Mullen, Patricia D., Elizabeth A.Laville, Andrea K.Biddle, and Kate Lorig. Efficacy of Psycho-educational Interventions on Pain, Depression, and Disability in People with Arthritis: A Meta-Analysis. Journal of Rheumatology 14(suppl 15):33–9,1987. [PubMed: 3656305]
National Center for Health Statistics. Health, United States, 1999. With Health and Aging Chartbook. Hyattsville, MD: U.S. Government Printing Office, 1999.
—— Health, United States, 2000. With Adolescent Health Chartbook. Hyattsville, MD: U.S. Government Printing Office, 2000.
National Institutes of Health. 2000. “An Overview.” Online. Available at http://www.nih.gov/about/NIHoverview.html [accessed Aug. 11, 2000].
National Research Council. Networking Health: Prescriptions for the Internet. Washington, DC: National Academy Press, 2000.
Pharmaceutical Research and Manufacturers of America. 2000. “PhRMA Annual Report, 2000– 2001.” Online. Available at http://www.phrma.org/publications/annual2000/ [accessed Nov. 11, 2000].
Picker Institute and American Hospital Association. Eye on Patients Report. 1996.
Rosenberg, Matt. Popularity of Internet Won't Peak for Years: Not until today's middle-schoolers reach adulthood will the technology really take off. Puget Sound Business Journal. May 24, 1999. Online. Available at http://www.bizjournals.com/seattle/stories/1999/05/24/focus9.html [accessed Jan. 22. 2001].
Sawicki, Peter T., Ingrid Muhlhauser, Ulrike Didjurgeit, and Michael Berger. Improvement of Hypertension Care by a Structured Treatment and Teaching Programme. Journal of Human Hypertension 7:571–3,1993. [PubMed: 8114050]
Schuster, Mark A., Elizabeth A.McGlynn, and Robert H Brook. How Good is the Quality of Health Care in the United States?The Milbank Quarterly 76(4):517–63,1998. [PMC free article: PMC2751100] [PubMed: 9879302]
Soumerai, Stephen B. and Jerry Avorn. Principles of Educational Outreach (‘Academic Detailing') to Improve Clinical Decision Making. JAMA 263(4):549–55,1990. [PubMed: 2104640]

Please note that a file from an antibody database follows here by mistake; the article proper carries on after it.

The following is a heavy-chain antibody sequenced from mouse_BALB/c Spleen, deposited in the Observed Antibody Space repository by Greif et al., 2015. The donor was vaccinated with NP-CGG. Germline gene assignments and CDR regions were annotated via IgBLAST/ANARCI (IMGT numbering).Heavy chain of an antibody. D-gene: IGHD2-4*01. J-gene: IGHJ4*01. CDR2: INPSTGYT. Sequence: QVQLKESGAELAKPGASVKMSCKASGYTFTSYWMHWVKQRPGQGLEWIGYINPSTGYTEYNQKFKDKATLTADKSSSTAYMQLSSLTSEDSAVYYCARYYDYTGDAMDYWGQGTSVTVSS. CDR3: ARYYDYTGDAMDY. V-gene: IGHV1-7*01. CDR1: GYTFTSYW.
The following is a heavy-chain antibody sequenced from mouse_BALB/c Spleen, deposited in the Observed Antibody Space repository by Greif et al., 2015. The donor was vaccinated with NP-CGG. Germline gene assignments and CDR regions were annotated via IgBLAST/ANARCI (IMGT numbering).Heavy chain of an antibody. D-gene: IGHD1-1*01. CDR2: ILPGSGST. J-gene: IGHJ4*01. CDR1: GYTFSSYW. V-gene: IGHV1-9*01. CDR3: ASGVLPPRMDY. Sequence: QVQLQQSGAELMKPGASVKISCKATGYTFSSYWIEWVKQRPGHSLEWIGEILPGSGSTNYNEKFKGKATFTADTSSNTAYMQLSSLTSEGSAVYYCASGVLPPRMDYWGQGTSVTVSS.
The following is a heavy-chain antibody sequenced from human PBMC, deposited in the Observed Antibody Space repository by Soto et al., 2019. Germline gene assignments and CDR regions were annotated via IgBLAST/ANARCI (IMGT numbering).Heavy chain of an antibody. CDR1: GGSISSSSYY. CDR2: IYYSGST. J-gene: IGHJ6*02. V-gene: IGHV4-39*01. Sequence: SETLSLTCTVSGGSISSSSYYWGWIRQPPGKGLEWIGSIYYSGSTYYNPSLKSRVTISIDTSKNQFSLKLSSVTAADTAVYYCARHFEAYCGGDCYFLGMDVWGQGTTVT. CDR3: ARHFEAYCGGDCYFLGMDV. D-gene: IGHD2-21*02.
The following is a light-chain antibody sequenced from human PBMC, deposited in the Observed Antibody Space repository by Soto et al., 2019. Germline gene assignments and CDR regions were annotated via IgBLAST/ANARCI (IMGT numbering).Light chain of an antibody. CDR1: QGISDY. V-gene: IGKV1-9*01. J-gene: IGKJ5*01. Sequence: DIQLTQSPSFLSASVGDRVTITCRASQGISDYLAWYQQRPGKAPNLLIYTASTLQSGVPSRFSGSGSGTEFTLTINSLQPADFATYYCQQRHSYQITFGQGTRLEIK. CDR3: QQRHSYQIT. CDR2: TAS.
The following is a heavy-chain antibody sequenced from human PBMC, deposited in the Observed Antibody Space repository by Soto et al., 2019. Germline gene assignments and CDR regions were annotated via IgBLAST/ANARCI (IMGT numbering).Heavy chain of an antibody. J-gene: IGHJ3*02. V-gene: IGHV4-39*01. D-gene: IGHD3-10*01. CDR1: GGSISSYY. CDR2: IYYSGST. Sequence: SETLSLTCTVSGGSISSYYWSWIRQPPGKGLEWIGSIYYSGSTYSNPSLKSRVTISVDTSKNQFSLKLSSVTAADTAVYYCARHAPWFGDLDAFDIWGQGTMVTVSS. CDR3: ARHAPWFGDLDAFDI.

Starfield, Barbara, Neil R.Powe, Jonathan R.Weiner, et al. Costs vs. Quality in Different Types of Primary Care Settings. JAMA 272(24):1903–8,1994. [PubMed: 7990241]
Stason, William B., Donald S.Shepard, H.Mitchell Perry, Jr., et al. Effectiveness and Costs of Veterans Affairs Hypertension Clinic. Medical Care 32(12):1197–215,1994. [PubMed: 7967859]
Stockwell, David H., Shantha Madhavan, Hillel Cohen, Geoffrey Gibson, and Michael H.Alderman. The Determinants of Hypertension Awareness, Treatment, and Control in an Insured Population. American Journal of Public Health 84(11):1768–74,1994. [PMC free article: PMC1615195] [PubMed: 7977915]
Strull, William M., Bernard Lo, and Gerald Charles. Do Patients Want to Participate in Medical Decision Making?JAMA 252(21):2990–4,1984. [PubMed: 6502860]
The Henry J.Kaiser Family Foundation. Prescription Drug Trends—A Chartbook. Menlo Park, CA: The Henry J.Kaiser Family Foundation, 2000.
The Lewin Group, Inc. Outlook for Medical Technology Innovation: Will Patients Get the Care TheyNeed. Report #1: The State of the Industry. Washington, DC: Health Insurance Manufacturers Association, 2000.
The Robert Wood Johnson Foundation. Chronic Care in America: A 21stCentury Challenge. Princeton, NJ: The Robert Wood Johnson Foundation, 1996. Online. Available at http://www.rwjf.org/library/chrcare/ [accessed Sept. 19, 2000].
Turner, Robert C., Leo E.Waivers, and Kevin O'Brien. The Effect of Patient-Carried Reminder Cards on the Performance of Health Maintenance Measures. Arch Int Med 150:645–7,1990. [PubMed: 2310284]
U.S. Census Bureau. Health Insurance Coverage: 1999. Current Population Survey. by Robert J. Mills. Washington, D.C.: U.S. Census Bureau. September, 2000. Online. Available at: http://www.census.gov/hhes/www/hlthin99.html [accessed Jan. 22, 2001].
U.S. Department of Commerce. The Emerging Digital Economy II. Washington DC: Economic Statistics Administration, Office of Policy Development, 1999. Online. Available at: http://www.ecommerce.gov/eds/report.html [accessed Sept. 19, 2000].
——. Falling Through the Net: Toward Digital Inclusion. A Report on American's Access toTechnology Tools. Washington DC: Economics and Statistics Administration; National Telecommunications and Information Administration, 2000. Online. Available at: http://www.ntia.doc.gov/ntiahome/digitaldivide/ [accessed Sept. 19, 2000].
U.S. Food and Drug Administration. Figure 3–2: Mean Approval Times for New Drugs, 1987–1999. 2000 Pharmaceutical Industry Profile. Washington DC: Pharmaceutical Research and Manufacturing Association, 2000.
Vinicor, Frank, Stuart J.Cohen, Steven A.Mazzuca, et al. DIABEDS: A randomized trial of the effects of physician and/or patient education on diabetes patient outcomes. Journal of Chronic Diseases 40:234–56,1987. [PubMed: 3549757]
Von Korff, Michael, Jessie Gruman, Judith Schaefer, Susan J.Curry, and Edward H.Wagner. Collaborative Management of Chronic Illness. Ann Int Med 127(12):1097–102,1997. [PubMed: 9412313]
Wagner, Edward H., Brian T.Austin, and Michael Von Korff. Organizing Care for Patients with Chronic Illness. Milbank Quarterly 74(4):511–42,1996. [PubMed: 8941260]